Versions of this article have appeared in the Los Angeles Times and Internazionale (Italy).
Why do travelers, presumably out for a good time, head to former island prisons like San Francisco’s Alcatraz, South Africa’s Robben Island or – my personal favorite – Costa Rica’s Isla San Lucas? Is it to contemplate the way societies mete out reward and punishment? To wonder how we’d hold up if we ended up in such a place? To scan the perimeter and plot our escape?
For me it’s also – perhaps perversely – about standing in a rundown cell and imagining it as a kind of bare-bones writing retreat. In some prisons there’s a bed, a table and a toilet. Add pen and paper and you’re set. Being literally locked into a room of your own would provide a powerful incentive to finally finish that novel. You’d write your way out, creating worlds on the page to escape the box they’d stuck you in.
It was a man who did just that who drew me to San Lucas. Before I ever set foot on the island I knew the story of prisoner 1713, aka José León Sánchez, inmate at San Lucas for nineteen years. Talk about an enforced retreat. León Sánchez entered prison barely literate but emerged a published author, printing his first works in prison on a press he made following instructions in Popular Mechanics. He wrote more than two dozen books, but his most famous is based on his time on the island: La Isla de los Hombres Solos (The Island of the Lonely Men).
He writes of inmates laboring in the tropical sun, breaking rocks and harvesting salt from the sea, dragging their leg irons. “I felt with my own flesh,” León Sánchez writes, “the fire of steel, the long months of the dungeon, my hands chained with irons, the contempt for my condition as a human being. In the penitentiary I found out that a man can descend until he turns into a dog, or less than a dog.”
But León Sánchez also rhapsodizes about the island’s beauty, all the more affecting when contrasted with the horror of the prison. “There isn’t anything prettier in San Lucas than these summer months,” he writes. “Trees germinate and blossom … the foam on the sea laughs and each wave rears boisterously in the wind … yellow butterflies appear by the thousands.”
From 1893 to 1989 the island was so synonymous with cruelty and isolation that there are no towns named San Lucas in all of Costa Rica. But recently the island became a wildlife refuge and historical monument.
When I was there, my friend and I and two park officials were the only souls on the island. The only living souls, that is. The place was rife with ghosts. They were in the bat-infested prison church, the old dining hall invaded by strangler fig trees, and most of all in the dank and dilapidated cells. You can feel the weight of the former inmates’ waiting, their caniando – doing time. These spaces wouldn’t invite lingering except for the messages left on the walls. But unlike León Sánchez, many of the inmates were illiterate, communicating not in words but in pictures.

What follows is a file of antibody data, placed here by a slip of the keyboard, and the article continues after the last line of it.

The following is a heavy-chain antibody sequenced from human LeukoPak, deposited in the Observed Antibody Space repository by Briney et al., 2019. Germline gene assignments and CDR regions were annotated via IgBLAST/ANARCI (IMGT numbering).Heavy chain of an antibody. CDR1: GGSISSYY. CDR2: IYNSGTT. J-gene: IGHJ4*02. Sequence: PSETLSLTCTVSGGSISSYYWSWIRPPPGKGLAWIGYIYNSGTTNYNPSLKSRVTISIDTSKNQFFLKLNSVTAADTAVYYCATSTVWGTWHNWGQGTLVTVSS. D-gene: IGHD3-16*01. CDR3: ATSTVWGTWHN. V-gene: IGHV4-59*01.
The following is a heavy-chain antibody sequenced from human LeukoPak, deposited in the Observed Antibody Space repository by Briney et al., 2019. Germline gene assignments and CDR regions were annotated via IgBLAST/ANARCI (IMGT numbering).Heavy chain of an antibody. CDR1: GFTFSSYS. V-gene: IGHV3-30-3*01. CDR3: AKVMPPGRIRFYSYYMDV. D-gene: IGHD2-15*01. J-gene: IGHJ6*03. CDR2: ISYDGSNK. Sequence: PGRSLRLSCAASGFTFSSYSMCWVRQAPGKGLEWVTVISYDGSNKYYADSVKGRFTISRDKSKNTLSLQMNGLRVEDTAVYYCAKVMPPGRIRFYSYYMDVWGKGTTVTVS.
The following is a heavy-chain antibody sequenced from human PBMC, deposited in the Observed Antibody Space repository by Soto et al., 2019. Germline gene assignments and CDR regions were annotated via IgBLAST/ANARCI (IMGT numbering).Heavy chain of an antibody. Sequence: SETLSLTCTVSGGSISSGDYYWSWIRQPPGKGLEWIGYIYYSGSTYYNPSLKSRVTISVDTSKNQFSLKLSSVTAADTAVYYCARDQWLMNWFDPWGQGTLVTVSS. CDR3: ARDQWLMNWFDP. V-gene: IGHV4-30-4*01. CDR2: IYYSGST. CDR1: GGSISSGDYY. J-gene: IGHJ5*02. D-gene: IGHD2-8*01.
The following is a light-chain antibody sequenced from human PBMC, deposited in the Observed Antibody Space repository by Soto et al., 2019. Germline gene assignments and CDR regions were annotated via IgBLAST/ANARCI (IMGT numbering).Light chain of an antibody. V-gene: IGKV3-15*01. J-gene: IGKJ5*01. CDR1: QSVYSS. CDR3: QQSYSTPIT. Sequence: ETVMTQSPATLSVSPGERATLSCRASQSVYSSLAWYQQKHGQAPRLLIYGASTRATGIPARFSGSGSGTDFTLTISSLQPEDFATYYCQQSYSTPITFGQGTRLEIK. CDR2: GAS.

Soccer players make goals, knives drip blood and a jaguar stalks toward a cell’s one tiny window. Crosses abound, as do sad-faced Jesuses and beatific Virgins, one with her robe flaring like a river delta. Most of all, though, there are women in various states of undress. Near the shadowy back of one cell, a larger-than-life woman totters on high heels, her rust-colored bikini purportedly drawn in blood.
There wouldn’t have been much privacy to enjoy the racy pictures. These rectangular cellblocks, hardly bigger than my studio apartment in San Francisco, have low ceilings, few windows for fresh air, and each held 60 to 80 men. This is not the room of one’s own that writers dream of.
Out in the prison courtyard you could feel the ocean breeze and hear the waves lapping against a nearby beach. What a relief it must have been for inmates to come out here, even for a few moments.
And what a relief to leave the prison behind and head down an overgrown path to where palm and mango trees arch over clean sand, with sweeping views across the water. León Sánchez wrote of an inmate swimming out into the bay, maybe from this very beach, with a dead pelican strapped to his head for camouflage. The warden, cruel to human beings but a lover of birds, had forbidden anyone from harming pelicans. But he could apparently tell a dead one from a live one, and shot this one out of the water.
Our escape from Isla San Lucas is significantly less dramatic. But I come away from the island with even more respect for León Sánchez, who with the help of pen and paper escaped his identity as prisoner 1713, transporting himself and his readers into other worlds. Ironically, his best-known work brings people to the island he most wanted to escape—an island that also haunts me, years later, so much so that I write myself and my reader back onto its cruel and beautiful shores.